Wednesday, September 19, 2012

Feedback from a Developer (without knowing it)

Recently someone asked one of my developers if we created formal test plans. Since the conversation was in an email, my developer cc’d me on it and responded saying he wasn’t sure but he had *seen* me create test cases in our bug tracker, SpiraTeam. He wasn’t sure if that qualified as a formal test plan.

Upon reading the email I responded asking what the questioner considered a formal test plan. Then I explained how we use Mind Maps to detail test designs and that works for us as a “test plan”. Yet I kept wondering when the last time I wrote a test case was so I went through our system and found a timestamp on the last created case. It read July 7th, 2011.

Curious still, I sent an email to my developer and asked when was the last time he *saw* me create a test case in Spira. His response was:
“I don’t know, didn’t you create some for the release before the DW or something? Maybe it wasn’t test cases, but I’ve seen you do things that take forever in Spira, I always thought they were test plans or test cases.”
“…I’ve seen you do things that take forever!" Yup that’s what writing out test cases will do. They take time to write out, time to “execute”, don’t necessarily help the tester plan their testing, and are abandoned after their use. After numerous years it was time to move onto something more effective.

This conversation was interesting for a few reasons:
  • First my developer confused a test case with a test plan. Not a big deal and not unexpected but interesting just the same. I’m sure many people in my organization would answer the question the same way.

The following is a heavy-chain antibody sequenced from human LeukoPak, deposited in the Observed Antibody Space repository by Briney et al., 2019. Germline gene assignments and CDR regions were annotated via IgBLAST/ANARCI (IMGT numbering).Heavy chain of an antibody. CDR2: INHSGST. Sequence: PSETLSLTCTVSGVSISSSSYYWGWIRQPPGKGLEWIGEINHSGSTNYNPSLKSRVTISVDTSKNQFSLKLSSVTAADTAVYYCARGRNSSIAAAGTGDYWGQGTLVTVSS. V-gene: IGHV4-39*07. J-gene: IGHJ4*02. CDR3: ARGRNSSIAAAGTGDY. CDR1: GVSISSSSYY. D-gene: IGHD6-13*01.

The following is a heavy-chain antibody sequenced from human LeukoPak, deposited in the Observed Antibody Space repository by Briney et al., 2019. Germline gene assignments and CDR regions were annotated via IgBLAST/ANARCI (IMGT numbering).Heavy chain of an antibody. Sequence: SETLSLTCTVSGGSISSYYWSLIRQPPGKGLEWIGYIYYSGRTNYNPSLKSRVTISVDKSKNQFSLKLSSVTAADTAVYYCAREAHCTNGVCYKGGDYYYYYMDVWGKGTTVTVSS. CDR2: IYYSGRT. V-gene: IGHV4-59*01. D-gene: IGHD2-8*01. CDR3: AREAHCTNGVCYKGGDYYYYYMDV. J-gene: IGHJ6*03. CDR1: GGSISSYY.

• Second my developer seemed to remember me writing test cases from over a year ago but didn't recall that a week prior I sent him a Mind Map to review. I wonder if he remembers *seeing* me work on the Mind Map? 
Perhaps writing test cases seemed so strange (or perhaps wasteful or tedious?) to him that he couldn't help but remember it? Like when your parents remember something you did wrong and don’t remember things you did well.

Perhaps he didn't connect the Mind Map with testing, or to test planning? If my developer’s response is the consensus across my organization then it says the visibility and/or understanding of my work isn't where it needs to be.

Thanks for the feedback. =-)

2 comments:

mpalmerlee said...

I'm not "your" developer, you are my tester!

mpalmerlee said...

I'm not sure how the Mind Map helps test other than just conceptualize at a high level what has changed in the system and what areas should be tested.  I guess if you are able to save time and get the same amount of testing done then great!